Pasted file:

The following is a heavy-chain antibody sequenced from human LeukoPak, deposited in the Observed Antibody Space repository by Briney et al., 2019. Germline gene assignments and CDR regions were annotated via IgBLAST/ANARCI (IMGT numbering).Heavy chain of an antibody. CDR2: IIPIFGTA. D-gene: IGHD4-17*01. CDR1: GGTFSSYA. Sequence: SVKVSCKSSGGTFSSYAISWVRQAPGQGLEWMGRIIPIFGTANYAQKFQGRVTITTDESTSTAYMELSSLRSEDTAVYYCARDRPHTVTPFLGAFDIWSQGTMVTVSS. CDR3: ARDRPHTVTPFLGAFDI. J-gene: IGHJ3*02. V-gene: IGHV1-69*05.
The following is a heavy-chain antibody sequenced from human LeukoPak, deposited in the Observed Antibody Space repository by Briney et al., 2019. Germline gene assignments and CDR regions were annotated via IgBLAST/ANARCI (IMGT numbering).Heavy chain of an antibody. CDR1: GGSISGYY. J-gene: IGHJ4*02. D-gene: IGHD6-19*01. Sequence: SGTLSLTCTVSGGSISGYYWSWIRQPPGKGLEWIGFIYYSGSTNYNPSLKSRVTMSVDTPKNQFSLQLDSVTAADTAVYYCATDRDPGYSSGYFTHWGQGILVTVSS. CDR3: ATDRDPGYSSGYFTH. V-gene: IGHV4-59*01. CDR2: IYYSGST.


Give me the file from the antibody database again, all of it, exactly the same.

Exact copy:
The following is a heavy-chain antibody sequenced from human LeukoPak, deposited in the Observed Antibody Space repository by Briney et al., 2019. Germline gene assignments and CDR regions were annotated via IgBLAST/ANARCI (IMGT numbering).Heavy chain of an antibody. CDR2: IIPIFGTA. D-gene: IGHD4-17*01. CDR1: GGTFSSYA. Sequence: SVKVSCKSSGGTFSSYAISWVRQAPGQGLEWMGRIIPIFGTANYAQKFQGRVTITTDESTSTAYMELSSLRSEDTAVYYCARDRPHTVTPFLGAFDIWSQGTMVTVSS. CDR3: ARDRPHTVTPFLGAFDI. J-gene: IGHJ3*02. V-gene: IGHV1-69*05.
The following is a heavy-chain antibody sequenced from human LeukoPak, deposited in the Observed Antibody Space repository by Briney et al., 2019. Germline gene assignments and CDR regions were annotated via IgBLAST/ANARCI (IMGT numbering).Heavy chain of an antibody. CDR1: GGSISGYY. J-gene: IGHJ4*02. D-gene: IGHD6-19*01. Sequence: SGTLSLTCTVSGGSISGYYWSWIRQPPGKGLEWIGFIYYSGSTNYNPSLKSRVTMSVDTPKNQFSLQLDSVTAADTAVYYCATDRDPGYSSGYFTHWGQGILVTVSS. CDR3: ATDRDPGYSSGYFTH. V-gene: IGHV4-59*01. CDR2: IYYSGST.